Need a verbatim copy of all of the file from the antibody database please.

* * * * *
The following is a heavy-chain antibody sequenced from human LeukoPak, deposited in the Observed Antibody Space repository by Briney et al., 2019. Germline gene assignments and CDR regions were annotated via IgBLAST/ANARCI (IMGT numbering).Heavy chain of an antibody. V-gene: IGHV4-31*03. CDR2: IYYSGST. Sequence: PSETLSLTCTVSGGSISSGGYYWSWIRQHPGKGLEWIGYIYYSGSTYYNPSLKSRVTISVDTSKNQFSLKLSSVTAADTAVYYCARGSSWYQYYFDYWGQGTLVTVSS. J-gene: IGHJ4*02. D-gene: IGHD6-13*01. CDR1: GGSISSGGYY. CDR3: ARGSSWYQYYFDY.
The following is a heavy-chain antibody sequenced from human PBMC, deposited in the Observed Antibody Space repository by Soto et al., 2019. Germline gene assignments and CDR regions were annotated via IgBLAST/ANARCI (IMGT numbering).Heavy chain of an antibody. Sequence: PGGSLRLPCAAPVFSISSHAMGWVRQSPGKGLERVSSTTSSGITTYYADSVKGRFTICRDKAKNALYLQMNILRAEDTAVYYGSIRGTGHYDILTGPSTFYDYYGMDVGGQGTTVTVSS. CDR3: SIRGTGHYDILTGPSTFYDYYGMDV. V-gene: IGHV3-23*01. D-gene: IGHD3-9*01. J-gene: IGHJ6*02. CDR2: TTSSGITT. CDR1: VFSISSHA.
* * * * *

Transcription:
The following is a heavy-chain antibody sequenced from human LeukoPak, deposited in the Observed Antibody Space repository by Briney et al., 2019. Germline gene assignments and CDR regions were annotated via IgBLAST/ANARCI (IMGT numbering).Heavy chain of an antibody. V-gene: IGHV4-31*03. CDR2: IYYSGST. Sequence: PSETLSLTCTVSGGSISSGGYYWSWIRQHPGKGLEWIGYIYYSGSTYYNPSLKSRVTISVDTSKNQFSLKLSSVTAADTAVYYCARGSSWYQYYFDYWGQGTLVTVSS. J-gene: IGHJ4*02. D-gene: IGHD6-13*01. CDR1: GGSISSGGYY. CDR3: ARGSSWYQYYFDY.
The following is a heavy-chain antibody sequenced from human PBMC, deposited in the Observed Antibody Space repository by Soto et al., 2019. Germline gene assignments and CDR regions were annotated via IgBLAST/ANARCI (IMGT numbering).Heavy chain of an antibody. Sequence: PGGSLRLPCAAPVFSISSHAMGWVRQSPGKGLERVSSTTSSGITTYYADSVKGRFTICRDKAKNALYLQMNILRAEDTAVYYGSIRGTGHYDILTGPSTFYDYYGMDVGGQGTTVTVSS. CDR3: SIRGTGHYDILTGPSTFYDYYGMDV. V-gene: IGHV3-23*01. D-gene: IGHD3-9*01. J-gene: IGHJ6*02. CDR2: TTSSGITT. CDR1: VFSISSHA.